The Gujarati film industry has been strengthening its foothold since the last couple of years and this past year has seen a number of impressive releases.
Produced by The Travelling Circus and co-produced by CineMan Productions, Shubh Aarambh is directed by Amit Barot and stars the much acclaimed Harsh Chhaya, Prachee Shah Paandya and young actors Deeksha Joshi, Bharat Chawda, and Aarjav Trivedi. The story writer, Vipul Sharma, and screenplay and dialogue writer, Abhinay Banker, have provided a straight-forward plot line which becomes the driving force of the film.
Poetry, mature dialogues, and humour – all come together in a combination which is generally difficult to bring together.
Shubh Aarambh deals with marriage and relationships and takes a fresh, toned-down perspective in contrast to the conventional overtly romanticized version of it shown on screen and in society. It does not idolize marriage and put it on a pedestal. Instead, the older generation is shown to be aware of the pitfalls of marriage and even discusses them openly with their sons and daughters.
It shows love and marriage to be a combination of romance and realistic life – just like it is in everyday lives. There is loneliness, heartbreak, betrayal, monotony, and disturbing silence along with companionship, love, romance, and celebrations.
Moving away from stereotypes, the film also shows the younger actors to be mature twenty-somethings who are not naive, idealistic and over-the-head romantic about love, marriage, and relationships – something rarely shown in mainstream cinema.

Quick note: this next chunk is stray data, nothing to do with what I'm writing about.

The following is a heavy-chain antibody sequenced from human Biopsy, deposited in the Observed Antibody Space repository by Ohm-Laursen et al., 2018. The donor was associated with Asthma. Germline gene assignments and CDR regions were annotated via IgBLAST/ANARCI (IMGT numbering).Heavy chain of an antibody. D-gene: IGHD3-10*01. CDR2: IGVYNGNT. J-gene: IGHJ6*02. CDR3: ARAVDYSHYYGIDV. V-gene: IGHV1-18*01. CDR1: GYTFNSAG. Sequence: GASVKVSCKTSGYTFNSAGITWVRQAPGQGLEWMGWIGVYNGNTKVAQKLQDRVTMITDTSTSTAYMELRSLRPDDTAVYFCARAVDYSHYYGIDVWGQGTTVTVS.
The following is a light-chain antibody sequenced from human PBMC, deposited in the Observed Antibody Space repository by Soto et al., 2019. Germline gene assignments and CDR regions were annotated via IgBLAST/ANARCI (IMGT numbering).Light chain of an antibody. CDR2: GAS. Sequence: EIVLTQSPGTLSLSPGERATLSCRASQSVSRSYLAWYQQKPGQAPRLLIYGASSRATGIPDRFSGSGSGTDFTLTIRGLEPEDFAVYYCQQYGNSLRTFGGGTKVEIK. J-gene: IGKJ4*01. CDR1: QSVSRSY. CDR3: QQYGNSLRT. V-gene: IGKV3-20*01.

Deeksha Joshi plays Riddhima’s character with fun, ease, and maturity. Her character almost successfully manages to not fall into any stereotypes of the extremely “good, shy, shaant, sushil” girl or the overtly “modern forward” girl – she imbibes both and more in herself. Bharat Chawda, playing the character of Shubh compliments the frame extremely well. Both these young actors hold their own alongside the much more experienced actors such as Harsh Chhaya and Prachee Shah Paandya, a commendable task in itself.
Aarjav Trivedi’s comic timing is impeccable and brings down the tension of the film to a comfortable experience, an essential element for the audience to sit through the film.
Harsh Chhaya is the much-needed anchor to bring such a script to its deserving glory. His acting, his dialogue delivery and the poetry recitation give this film a romantic, poetic touch. Prachee Shah Paandya portrays a character that is a beacon of feminine strength and subtlety. Although she does not have much to say till almost an hour into the movie, the silence has an effect and when she does speak up, she takes control of the plot – almost as if in an admirable power struggle with Harsh Chhaya’s character.
The film almost manages to take up the issues of marriage and divorce in a socially sensitive perspective – some stereotypes do fall through, however, most of these are essential realistic flaws needed to balance out the socially sound voices in the film.
The cinematography of the film is attractive; the background score impresses with ‘Geet Gulabi’ scoring high on everyone’s favourite list. As a whole, Shubh Aarambh comes as a breathe of fresh air to the Gujarati film scene as it directs the industry to newer, more nuanced themes and topics. The film seamlessly moves out of the struggle to impress and ends up impressing with clean technique and mature content, the mark of good cinema.
If you haven’t booked tickets for your family to watch this film, watch this trailer and you won’t be able to resist:
Book your tickets today!